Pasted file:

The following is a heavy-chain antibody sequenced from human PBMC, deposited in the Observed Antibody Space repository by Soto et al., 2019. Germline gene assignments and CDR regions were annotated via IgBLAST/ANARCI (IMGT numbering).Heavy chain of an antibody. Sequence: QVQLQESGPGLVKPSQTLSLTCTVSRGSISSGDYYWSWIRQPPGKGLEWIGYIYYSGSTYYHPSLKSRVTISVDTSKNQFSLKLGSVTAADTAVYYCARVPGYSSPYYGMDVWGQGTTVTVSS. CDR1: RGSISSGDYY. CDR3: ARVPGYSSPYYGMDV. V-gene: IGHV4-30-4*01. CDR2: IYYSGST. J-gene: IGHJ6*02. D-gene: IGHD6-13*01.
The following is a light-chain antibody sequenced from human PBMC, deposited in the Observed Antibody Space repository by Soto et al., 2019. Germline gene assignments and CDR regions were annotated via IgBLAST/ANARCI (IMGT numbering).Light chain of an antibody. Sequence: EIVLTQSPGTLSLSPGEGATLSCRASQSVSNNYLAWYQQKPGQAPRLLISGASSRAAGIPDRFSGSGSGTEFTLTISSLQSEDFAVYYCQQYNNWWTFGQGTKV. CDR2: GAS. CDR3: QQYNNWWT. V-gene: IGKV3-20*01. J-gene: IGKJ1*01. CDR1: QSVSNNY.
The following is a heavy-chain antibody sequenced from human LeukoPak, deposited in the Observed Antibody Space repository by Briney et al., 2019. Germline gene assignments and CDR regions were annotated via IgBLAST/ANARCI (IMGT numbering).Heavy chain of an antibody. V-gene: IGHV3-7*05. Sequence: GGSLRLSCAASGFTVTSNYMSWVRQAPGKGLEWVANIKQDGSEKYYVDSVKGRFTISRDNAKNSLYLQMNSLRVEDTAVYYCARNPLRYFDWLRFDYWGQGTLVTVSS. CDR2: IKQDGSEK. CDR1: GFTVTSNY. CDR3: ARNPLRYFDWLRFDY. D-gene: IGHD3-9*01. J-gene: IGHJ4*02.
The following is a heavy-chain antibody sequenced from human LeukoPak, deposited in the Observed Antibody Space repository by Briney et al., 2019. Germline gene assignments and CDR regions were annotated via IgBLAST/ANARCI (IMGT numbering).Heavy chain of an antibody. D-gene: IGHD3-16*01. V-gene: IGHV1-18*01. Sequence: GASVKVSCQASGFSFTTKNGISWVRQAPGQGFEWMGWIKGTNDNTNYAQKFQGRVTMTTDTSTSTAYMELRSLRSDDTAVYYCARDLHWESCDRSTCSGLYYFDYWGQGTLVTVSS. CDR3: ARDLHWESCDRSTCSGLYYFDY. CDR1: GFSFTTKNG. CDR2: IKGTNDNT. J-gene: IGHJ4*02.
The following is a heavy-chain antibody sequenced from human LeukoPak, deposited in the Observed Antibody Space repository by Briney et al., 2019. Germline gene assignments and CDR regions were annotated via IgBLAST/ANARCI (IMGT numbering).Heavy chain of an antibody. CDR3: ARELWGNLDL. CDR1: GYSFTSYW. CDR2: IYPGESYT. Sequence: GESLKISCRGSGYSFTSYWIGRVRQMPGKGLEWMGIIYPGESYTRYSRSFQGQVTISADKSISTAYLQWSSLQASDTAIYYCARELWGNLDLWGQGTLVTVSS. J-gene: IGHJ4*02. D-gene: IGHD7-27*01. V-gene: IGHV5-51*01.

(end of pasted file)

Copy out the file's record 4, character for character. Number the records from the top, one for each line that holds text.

The following is a heavy-chain antibody sequenced from human LeukoPak, deposited in the Observed Antibody Space repository by Briney et al., 2019. Germline gene assignments and CDR regions were annotated via IgBLAST/ANARCI (IMGT numbering).Heavy chain of an antibody. D-gene: IGHD3-16*01. V-gene: IGHV1-18*01. Sequence: GASVKVSCQASGFSFTTKNGISWVRQAPGQGFEWMGWIKGTNDNTNYAQKFQGRVTMTTDTSTSTAYMELRSLRSDDTAVYYCARDLHWESCDRSTCSGLYYFDYWGQGTLVTVSS. CDR3: ARDLHWESCDRSTCSGLYYFDY. CDR1: GFSFTTKNG. CDR2: IKGTNDNT. J-gene: IGHJ4*02.